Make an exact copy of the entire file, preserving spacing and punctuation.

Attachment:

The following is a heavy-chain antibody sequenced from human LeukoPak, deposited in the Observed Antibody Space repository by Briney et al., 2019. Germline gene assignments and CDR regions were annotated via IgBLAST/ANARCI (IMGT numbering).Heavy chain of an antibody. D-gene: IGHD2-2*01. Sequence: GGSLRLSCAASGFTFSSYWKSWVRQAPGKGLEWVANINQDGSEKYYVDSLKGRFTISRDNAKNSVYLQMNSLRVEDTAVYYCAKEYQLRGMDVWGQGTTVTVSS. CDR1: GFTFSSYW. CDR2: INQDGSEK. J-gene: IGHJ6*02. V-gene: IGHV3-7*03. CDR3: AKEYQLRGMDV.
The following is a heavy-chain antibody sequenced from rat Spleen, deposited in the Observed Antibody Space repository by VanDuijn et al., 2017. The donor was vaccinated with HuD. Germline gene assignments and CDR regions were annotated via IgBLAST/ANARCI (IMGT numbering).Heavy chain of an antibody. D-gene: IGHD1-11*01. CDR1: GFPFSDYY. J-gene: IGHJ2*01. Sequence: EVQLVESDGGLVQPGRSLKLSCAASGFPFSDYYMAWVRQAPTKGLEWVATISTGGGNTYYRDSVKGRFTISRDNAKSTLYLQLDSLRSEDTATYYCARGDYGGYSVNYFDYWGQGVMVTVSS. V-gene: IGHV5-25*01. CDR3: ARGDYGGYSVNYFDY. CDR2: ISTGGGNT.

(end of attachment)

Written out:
The following is a heavy-chain antibody sequenced from human LeukoPak, deposited in the Observed Antibody Space repository by Briney et al., 2019. Germline gene assignments and CDR regions were annotated via IgBLAST/ANARCI (IMGT numbering).Heavy chain of an antibody. D-gene: IGHD2-2*01. Sequence: GGSLRLSCAASGFTFSSYWKSWVRQAPGKGLEWVANINQDGSEKYYVDSLKGRFTISRDNAKNSVYLQMNSLRVEDTAVYYCAKEYQLRGMDVWGQGTTVTVSS. CDR1: GFTFSSYW. CDR2: INQDGSEK. J-gene: IGHJ6*02. V-gene: IGHV3-7*03. CDR3: AKEYQLRGMDV.
The following is a heavy-chain antibody sequenced from rat Spleen, deposited in the Observed Antibody Space repository by VanDuijn et al., 2017. The donor was vaccinated with HuD. Germline gene assignments and CDR regions were annotated via IgBLAST/ANARCI (IMGT numbering).Heavy chain of an antibody. D-gene: IGHD1-11*01. CDR1: GFPFSDYY. J-gene: IGHJ2*01. Sequence: EVQLVESDGGLVQPGRSLKLSCAASGFPFSDYYMAWVRQAPTKGLEWVATISTGGGNTYYRDSVKGRFTISRDNAKSTLYLQLDSLRSEDTATYYCARGDYGGYSVNYFDYWGQGVMVTVSS. V-gene: IGHV5-25*01. CDR3: ARGDYGGYSVNYFDY. CDR2: ISTGGGNT.